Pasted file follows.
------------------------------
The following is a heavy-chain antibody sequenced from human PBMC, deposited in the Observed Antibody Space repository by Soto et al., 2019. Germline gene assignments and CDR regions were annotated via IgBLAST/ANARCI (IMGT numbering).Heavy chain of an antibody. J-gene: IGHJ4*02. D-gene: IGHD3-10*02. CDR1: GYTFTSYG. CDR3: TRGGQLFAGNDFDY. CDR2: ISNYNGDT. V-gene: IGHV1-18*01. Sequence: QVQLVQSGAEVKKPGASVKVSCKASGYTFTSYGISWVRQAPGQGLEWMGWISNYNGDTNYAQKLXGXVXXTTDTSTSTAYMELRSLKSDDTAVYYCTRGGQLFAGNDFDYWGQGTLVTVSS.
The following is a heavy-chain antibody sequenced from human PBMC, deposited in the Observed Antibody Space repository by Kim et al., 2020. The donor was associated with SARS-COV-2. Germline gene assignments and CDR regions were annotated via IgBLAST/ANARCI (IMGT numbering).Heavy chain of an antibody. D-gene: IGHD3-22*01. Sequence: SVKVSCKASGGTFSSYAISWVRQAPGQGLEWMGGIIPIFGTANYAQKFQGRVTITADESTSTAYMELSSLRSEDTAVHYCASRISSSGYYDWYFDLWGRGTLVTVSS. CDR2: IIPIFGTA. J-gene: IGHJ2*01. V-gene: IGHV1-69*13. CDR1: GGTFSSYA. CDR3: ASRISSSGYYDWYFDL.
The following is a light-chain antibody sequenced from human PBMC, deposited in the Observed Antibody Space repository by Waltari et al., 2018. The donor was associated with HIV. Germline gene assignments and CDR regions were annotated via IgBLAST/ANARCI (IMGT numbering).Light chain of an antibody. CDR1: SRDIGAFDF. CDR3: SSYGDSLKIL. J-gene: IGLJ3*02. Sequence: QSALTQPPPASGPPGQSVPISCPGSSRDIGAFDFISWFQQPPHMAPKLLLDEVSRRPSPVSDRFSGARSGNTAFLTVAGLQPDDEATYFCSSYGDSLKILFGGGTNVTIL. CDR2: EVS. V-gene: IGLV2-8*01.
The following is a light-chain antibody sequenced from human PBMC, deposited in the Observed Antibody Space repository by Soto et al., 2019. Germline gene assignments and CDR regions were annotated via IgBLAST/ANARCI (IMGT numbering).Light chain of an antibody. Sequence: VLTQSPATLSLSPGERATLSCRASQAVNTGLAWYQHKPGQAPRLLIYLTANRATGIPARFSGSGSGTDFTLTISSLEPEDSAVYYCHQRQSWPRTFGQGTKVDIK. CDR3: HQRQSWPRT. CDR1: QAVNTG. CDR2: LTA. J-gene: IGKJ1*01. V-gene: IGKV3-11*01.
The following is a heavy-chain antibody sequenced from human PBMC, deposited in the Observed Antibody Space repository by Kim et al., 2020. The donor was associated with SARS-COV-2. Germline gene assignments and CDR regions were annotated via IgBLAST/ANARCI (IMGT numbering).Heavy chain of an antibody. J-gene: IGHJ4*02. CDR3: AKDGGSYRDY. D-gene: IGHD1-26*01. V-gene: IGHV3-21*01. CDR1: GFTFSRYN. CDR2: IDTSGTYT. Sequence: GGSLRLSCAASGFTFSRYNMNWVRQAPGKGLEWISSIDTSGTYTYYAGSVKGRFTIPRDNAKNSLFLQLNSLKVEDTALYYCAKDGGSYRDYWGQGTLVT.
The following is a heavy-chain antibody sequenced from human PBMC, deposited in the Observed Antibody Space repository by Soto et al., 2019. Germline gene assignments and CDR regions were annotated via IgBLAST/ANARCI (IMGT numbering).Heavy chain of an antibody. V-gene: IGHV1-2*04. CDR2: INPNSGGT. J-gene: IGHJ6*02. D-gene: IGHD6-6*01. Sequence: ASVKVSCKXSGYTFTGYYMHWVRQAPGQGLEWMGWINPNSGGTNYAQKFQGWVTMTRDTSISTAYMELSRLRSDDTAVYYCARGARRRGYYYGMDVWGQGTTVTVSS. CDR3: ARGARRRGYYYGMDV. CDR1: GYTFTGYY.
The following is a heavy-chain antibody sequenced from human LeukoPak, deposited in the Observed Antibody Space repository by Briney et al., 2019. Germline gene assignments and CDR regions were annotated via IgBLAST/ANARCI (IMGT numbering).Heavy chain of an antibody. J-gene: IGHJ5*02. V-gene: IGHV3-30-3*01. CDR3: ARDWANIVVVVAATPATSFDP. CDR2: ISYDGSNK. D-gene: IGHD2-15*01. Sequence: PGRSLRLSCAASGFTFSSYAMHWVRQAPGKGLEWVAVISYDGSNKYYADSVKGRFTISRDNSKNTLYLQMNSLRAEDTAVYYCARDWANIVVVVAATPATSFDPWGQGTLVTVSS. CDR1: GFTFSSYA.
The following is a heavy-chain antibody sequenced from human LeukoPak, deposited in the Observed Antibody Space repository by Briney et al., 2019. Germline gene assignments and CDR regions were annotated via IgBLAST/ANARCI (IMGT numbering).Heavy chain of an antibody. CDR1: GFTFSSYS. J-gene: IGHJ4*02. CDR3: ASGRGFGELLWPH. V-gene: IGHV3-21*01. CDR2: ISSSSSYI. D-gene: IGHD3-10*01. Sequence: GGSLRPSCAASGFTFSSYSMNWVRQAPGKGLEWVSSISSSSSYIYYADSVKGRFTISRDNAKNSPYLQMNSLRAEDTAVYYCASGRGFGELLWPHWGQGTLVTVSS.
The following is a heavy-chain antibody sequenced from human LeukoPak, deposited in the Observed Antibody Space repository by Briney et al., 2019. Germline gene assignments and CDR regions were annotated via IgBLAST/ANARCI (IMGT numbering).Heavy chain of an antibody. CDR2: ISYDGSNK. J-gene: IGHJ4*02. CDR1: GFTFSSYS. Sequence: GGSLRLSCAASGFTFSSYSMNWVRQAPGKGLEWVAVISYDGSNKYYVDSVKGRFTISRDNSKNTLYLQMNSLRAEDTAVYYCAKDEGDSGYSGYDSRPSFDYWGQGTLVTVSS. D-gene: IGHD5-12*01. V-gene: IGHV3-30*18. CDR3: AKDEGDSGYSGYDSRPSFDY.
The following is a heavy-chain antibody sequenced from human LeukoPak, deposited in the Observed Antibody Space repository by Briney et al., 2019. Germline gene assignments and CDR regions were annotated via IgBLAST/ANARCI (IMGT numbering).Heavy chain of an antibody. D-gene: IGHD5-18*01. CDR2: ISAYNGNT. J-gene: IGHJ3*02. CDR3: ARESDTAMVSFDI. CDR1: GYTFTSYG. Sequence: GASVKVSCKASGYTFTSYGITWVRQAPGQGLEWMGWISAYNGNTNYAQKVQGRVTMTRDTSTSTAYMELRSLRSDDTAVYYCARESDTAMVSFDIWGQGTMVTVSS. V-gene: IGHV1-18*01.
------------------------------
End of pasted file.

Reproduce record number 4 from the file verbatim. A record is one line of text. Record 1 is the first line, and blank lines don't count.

The following is a light-chain antibody sequenced from human PBMC, deposited in the Observed Antibody Space repository by Soto et al., 2019. Germline gene assignments and CDR regions were annotated via IgBLAST/ANARCI (IMGT numbering).Light chain of an antibody. Sequence: VLTQSPATLSLSPGERATLSCRASQAVNTGLAWYQHKPGQAPRLLIYLTANRATGIPARFSGSGSGTDFTLTISSLEPEDSAVYYCHQRQSWPRTFGQGTKVDIK. CDR3: HQRQSWPRT. CDR1: QAVNTG. CDR2: LTA. J-gene: IGKJ1*01. V-gene: IGKV3-11*01.